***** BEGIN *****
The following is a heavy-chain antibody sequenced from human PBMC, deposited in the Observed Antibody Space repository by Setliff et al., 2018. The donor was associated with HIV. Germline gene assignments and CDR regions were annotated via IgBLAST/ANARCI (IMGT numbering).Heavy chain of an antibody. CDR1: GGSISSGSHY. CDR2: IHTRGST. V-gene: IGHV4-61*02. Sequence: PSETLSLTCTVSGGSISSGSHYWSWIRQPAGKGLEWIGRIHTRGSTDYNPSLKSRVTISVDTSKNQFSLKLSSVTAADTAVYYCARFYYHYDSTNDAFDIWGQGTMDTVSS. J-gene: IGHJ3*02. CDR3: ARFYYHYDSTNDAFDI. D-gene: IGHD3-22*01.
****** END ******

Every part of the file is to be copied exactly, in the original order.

The following is a heavy-chain antibody sequenced from human PBMC, deposited in the Observed Antibody Space repository by Setliff et al., 2018. The donor was associated with HIV. Germline gene assignments and CDR regions were annotated via IgBLAST/ANARCI (IMGT numbering).Heavy chain of an antibody. CDR1: GGSISSGSHY. CDR2: IHTRGST. V-gene: IGHV4-61*02. Sequence: PSETLSLTCTVSGGSISSGSHYWSWIRQPAGKGLEWIGRIHTRGSTDYNPSLKSRVTISVDTSKNQFSLKLSSVTAADTAVYYCARFYYHYDSTNDAFDIWGQGTMDTVSS. J-gene: IGHJ3*02. CDR3: ARFYYHYDSTNDAFDI. D-gene: IGHD3-22*01.